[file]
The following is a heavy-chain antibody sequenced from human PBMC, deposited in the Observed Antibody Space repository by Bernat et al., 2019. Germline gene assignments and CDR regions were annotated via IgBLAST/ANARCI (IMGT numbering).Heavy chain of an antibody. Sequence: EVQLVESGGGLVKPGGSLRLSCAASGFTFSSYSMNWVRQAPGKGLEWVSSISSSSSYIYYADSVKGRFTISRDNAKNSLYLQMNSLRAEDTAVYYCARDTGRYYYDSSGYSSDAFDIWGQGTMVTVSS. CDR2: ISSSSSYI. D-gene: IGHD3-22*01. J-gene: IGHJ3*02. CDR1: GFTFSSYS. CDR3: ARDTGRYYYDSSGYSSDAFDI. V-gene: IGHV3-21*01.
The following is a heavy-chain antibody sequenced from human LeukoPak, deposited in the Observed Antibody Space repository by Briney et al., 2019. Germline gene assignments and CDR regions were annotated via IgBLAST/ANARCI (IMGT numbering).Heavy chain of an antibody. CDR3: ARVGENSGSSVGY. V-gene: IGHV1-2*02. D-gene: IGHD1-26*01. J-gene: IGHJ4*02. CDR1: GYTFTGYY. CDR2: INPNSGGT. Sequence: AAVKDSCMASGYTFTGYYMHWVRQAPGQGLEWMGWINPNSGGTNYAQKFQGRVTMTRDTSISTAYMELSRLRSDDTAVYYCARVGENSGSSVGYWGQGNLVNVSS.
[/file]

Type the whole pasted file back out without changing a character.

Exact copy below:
The following is a heavy-chain antibody sequenced from human PBMC, deposited in the Observed Antibody Space repository by Bernat et al., 2019. Germline gene assignments and CDR regions were annotated via IgBLAST/ANARCI (IMGT numbering).Heavy chain of an antibody. Sequence: EVQLVESGGGLVKPGGSLRLSCAASGFTFSSYSMNWVRQAPGKGLEWVSSISSSSSYIYYADSVKGRFTISRDNAKNSLYLQMNSLRAEDTAVYYCARDTGRYYYDSSGYSSDAFDIWGQGTMVTVSS. CDR2: ISSSSSYI. D-gene: IGHD3-22*01. J-gene: IGHJ3*02. CDR1: GFTFSSYS. CDR3: ARDTGRYYYDSSGYSSDAFDI. V-gene: IGHV3-21*01.
The following is a heavy-chain antibody sequenced from human LeukoPak, deposited in the Observed Antibody Space repository by Briney et al., 2019. Germline gene assignments and CDR regions were annotated via IgBLAST/ANARCI (IMGT numbering).Heavy chain of an antibody. CDR3: ARVGENSGSSVGY. V-gene: IGHV1-2*02. D-gene: IGHD1-26*01. J-gene: IGHJ4*02. CDR1: GYTFTGYY. CDR2: INPNSGGT. Sequence: AAVKDSCMASGYTFTGYYMHWVRQAPGQGLEWMGWINPNSGGTNYAQKFQGRVTMTRDTSISTAYMELSRLRSDDTAVYYCARVGENSGSSVGYWGQGNLVNVSS.